“But, you know, we're all lazy. It's just: Can we control the laziness and when it's time to work, can we make that happen?
“What's working for us is we have certain standards."
“'Okay, Sam, you can do better than that,” Haehnel said, addressing an imaginary student. “Try it like this. No, not yet; no, not yet.' And then by the time they realize, 'Oh!'
“And when they get that discovery, that 'Ah-ha' moment, I say, 'Okay, there's your minimum.'”
“So we've been able to inspire them, to let them see how good they can really be. They don't start out understanding how good they can be, but we've done this a long time."
“We bring it out of them and once they realize, 'Hey, that sounds pretty good; we sound pretty good,' you know, they get turned on about it and they start advancing more and more and more and pretty soon we've got a pretty good musical product we're able to put out there.”
As for the actual technique, it’s not complicated: Raise the bar, push hard, apply stern pressure when the effort lags and lavish praise when the kids perform.
The experience for the musicians, however, is not for the faint of heart.
“Sometimes little things make me upset,” acknowledged Avery Smith, 13, a bassoon player. “It's a lot to manage, but everybody is really dedicated. So everyone wants to be good; most everyone wants to be good and wants to please him and make him happy. He's not too rough on us and he's really nice.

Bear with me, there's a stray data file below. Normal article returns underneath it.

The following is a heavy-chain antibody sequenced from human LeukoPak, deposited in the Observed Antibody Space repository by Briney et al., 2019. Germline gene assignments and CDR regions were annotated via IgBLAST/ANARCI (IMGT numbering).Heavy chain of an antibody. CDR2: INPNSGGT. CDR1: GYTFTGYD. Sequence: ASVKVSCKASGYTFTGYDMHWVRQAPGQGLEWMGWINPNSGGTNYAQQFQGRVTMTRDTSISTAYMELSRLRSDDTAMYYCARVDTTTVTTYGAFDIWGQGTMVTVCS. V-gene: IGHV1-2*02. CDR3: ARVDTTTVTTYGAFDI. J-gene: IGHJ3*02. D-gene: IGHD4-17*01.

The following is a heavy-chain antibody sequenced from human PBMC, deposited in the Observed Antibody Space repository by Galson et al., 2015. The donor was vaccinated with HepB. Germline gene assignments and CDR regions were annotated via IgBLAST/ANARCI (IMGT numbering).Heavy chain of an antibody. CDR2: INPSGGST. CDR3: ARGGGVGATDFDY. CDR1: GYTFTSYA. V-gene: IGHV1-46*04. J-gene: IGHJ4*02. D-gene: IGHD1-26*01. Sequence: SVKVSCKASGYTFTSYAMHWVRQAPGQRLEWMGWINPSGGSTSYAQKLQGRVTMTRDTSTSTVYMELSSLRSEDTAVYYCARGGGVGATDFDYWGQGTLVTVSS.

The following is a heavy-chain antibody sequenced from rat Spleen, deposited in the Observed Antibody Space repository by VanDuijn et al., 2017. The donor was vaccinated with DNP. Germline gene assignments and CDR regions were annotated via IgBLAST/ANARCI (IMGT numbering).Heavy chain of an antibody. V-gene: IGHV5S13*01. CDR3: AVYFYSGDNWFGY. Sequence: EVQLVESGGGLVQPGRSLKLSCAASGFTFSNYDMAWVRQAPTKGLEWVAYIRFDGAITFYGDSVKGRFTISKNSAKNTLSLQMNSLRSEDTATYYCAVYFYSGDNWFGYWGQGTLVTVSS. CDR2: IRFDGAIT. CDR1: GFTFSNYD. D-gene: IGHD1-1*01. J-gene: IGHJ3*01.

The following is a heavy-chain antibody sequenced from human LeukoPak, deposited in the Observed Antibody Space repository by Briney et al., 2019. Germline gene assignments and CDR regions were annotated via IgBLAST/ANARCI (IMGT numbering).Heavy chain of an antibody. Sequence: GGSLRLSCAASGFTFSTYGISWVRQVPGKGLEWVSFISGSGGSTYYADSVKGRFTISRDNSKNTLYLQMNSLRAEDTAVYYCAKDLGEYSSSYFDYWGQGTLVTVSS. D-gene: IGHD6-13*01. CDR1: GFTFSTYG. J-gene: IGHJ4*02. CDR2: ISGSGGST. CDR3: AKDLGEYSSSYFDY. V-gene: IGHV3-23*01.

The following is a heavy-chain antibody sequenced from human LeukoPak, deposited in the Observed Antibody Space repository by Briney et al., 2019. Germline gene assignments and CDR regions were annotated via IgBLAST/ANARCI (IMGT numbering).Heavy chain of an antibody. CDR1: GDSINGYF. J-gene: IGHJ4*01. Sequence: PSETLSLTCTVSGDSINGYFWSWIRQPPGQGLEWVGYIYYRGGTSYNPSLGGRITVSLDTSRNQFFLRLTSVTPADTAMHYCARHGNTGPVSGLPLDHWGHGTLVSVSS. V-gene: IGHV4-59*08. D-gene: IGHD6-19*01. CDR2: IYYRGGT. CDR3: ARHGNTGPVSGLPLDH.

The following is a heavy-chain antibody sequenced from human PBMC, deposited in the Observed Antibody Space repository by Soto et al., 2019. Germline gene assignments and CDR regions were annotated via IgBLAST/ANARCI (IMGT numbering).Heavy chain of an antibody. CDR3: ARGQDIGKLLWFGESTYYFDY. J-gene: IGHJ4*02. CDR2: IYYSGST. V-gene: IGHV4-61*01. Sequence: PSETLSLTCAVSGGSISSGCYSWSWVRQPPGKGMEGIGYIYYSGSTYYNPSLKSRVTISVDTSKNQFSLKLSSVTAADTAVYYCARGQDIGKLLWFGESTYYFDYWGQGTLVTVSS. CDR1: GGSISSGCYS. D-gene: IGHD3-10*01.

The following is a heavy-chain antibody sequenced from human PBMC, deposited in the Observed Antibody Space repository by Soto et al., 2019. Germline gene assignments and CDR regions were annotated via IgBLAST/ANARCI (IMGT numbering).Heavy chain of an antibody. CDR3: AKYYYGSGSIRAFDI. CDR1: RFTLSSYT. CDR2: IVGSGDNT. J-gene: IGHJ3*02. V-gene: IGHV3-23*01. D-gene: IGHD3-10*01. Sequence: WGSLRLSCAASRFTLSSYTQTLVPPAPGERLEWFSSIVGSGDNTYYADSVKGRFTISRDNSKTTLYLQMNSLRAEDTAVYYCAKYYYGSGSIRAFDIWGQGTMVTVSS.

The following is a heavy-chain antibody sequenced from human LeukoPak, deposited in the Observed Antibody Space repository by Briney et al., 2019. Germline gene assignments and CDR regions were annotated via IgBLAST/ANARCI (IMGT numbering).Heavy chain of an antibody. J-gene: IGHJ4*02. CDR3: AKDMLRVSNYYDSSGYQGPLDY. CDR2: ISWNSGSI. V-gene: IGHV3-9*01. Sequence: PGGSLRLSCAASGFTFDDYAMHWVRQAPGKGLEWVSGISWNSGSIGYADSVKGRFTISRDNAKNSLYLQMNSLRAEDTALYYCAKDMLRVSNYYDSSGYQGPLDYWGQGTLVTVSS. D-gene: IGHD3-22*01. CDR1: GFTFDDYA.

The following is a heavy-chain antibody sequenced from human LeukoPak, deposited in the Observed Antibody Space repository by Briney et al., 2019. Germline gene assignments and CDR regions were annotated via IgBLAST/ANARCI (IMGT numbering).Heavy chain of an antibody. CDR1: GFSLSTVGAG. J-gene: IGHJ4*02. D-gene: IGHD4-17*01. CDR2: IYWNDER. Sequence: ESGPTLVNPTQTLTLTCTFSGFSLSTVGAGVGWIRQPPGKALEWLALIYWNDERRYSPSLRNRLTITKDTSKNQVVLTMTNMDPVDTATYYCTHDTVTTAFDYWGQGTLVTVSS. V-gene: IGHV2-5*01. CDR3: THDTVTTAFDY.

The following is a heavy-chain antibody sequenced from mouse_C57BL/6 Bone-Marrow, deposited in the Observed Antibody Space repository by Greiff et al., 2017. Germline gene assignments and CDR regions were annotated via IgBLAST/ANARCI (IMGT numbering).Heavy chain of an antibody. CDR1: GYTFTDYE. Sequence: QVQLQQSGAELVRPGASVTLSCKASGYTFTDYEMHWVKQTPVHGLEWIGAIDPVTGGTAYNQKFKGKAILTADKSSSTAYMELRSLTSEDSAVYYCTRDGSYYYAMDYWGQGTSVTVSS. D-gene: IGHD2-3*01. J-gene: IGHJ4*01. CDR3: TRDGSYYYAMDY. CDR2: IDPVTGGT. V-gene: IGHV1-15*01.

“He teaches with high expectations,” added French horn player Mandi Funderburgh, 13, “and he doesn’t let anything slide by.”
“He just wants us to be exceptional,” agreed Emily Calderon, “because he's always told us that it's okay to want to be exceptional. Especially this generation, a lot of people aren't really striving for excellence. And that's exactly what we're trying to achieve.”
That’s about as far as the kids go with it, but
their director is looking well on down the road.
“I'm trying to let these kids know how special they can be,” Haehnel said. “And it's not just about music. They will take it on to college, hopefully, with them.
“They'll take it to their jobs when the graduate, become a bank president or the president of the United States, where they need to be able to accept and embrace excellence.”
First things first, though. There’s a trip to take, a performance to nail and the experience of a lifetime to soak up.
“If we act like the wind ensemble that we are,” predicted Joshua Owens, “we can do enormous things. We can make ourselves proud and make Austin proud, in this case, and it's just a great feeling.”
But if the students don’t quite grasp what all this means to their future, at least one of them understands well her place in the grand scheme.
“We are part of the span that has achieved many great things,” said piccolo and flute player Alexa Ibarra, 14, “and I am really happy to be a part of that and add onto that legacy.”
Back in the rehearsal hall, Haehnel lifts his baton and the musicians lift their instruments.
“Don't do it until you get it right,” the director shouts. “Do it until---"
Loudly and in unison, the band finishes his thought: “You can't get it wrong!"